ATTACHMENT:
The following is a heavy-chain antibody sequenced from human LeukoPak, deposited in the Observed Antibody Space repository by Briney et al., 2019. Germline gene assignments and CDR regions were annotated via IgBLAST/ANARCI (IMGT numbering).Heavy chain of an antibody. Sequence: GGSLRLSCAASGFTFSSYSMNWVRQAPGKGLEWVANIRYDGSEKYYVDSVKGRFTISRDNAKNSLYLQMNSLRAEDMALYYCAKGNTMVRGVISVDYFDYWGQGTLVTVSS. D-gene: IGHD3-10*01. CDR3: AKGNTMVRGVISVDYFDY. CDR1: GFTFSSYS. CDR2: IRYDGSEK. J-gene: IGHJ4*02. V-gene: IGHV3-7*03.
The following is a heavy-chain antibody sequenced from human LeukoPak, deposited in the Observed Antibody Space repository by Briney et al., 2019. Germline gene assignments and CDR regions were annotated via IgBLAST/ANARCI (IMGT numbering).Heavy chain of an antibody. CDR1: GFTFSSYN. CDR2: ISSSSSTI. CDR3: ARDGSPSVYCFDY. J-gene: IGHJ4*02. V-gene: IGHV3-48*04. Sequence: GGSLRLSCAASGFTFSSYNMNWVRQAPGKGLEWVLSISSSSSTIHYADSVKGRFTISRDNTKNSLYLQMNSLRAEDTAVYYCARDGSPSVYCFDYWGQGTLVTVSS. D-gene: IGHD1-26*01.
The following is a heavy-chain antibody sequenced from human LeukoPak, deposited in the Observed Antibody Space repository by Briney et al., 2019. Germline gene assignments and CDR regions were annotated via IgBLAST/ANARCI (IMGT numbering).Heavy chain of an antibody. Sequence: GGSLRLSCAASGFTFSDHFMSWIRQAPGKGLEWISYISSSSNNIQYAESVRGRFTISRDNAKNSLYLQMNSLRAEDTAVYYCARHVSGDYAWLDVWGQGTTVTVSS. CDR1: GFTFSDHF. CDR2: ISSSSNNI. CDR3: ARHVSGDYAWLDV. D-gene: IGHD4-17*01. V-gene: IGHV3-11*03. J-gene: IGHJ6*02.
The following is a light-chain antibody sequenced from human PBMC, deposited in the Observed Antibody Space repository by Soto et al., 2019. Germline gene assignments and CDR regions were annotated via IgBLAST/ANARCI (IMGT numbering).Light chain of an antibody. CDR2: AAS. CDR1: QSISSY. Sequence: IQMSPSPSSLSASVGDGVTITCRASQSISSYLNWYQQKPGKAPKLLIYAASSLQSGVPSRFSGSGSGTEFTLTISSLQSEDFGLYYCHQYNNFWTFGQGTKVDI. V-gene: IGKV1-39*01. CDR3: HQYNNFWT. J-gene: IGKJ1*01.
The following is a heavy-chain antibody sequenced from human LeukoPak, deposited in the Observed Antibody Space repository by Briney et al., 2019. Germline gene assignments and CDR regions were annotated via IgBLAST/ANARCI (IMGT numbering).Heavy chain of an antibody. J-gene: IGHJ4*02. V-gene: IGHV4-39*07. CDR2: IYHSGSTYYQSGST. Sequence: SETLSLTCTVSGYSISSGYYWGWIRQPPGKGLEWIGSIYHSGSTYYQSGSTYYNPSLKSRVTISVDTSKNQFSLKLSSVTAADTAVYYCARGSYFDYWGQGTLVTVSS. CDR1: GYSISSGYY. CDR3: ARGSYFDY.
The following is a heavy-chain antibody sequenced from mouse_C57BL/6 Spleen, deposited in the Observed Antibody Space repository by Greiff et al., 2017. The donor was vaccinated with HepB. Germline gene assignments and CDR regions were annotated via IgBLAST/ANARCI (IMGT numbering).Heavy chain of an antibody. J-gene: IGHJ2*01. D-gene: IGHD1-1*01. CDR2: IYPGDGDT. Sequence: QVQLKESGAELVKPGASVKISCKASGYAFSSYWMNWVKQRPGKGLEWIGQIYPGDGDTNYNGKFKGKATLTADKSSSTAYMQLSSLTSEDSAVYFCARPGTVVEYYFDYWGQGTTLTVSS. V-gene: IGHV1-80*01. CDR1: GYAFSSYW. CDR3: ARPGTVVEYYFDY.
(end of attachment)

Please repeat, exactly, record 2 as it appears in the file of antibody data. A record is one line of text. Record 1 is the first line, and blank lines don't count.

The following is a heavy-chain antibody sequenced from human LeukoPak, deposited in the Observed Antibody Space repository by Briney et al., 2019. Germline gene assignments and CDR regions were annotated via IgBLAST/ANARCI (IMGT numbering).Heavy chain of an antibody. CDR1: GFTFSSYN. CDR2: ISSSSSTI. CDR3: ARDGSPSVYCFDY. J-gene: IGHJ4*02. V-gene: IGHV3-48*04. Sequence: GGSLRLSCAASGFTFSSYNMNWVRQAPGKGLEWVLSISSSSSTIHYADSVKGRFTISRDNTKNSLYLQMNSLRAEDTAVYYCARDGSPSVYCFDYWGQGTLVTVSS. D-gene: IGHD1-26*01.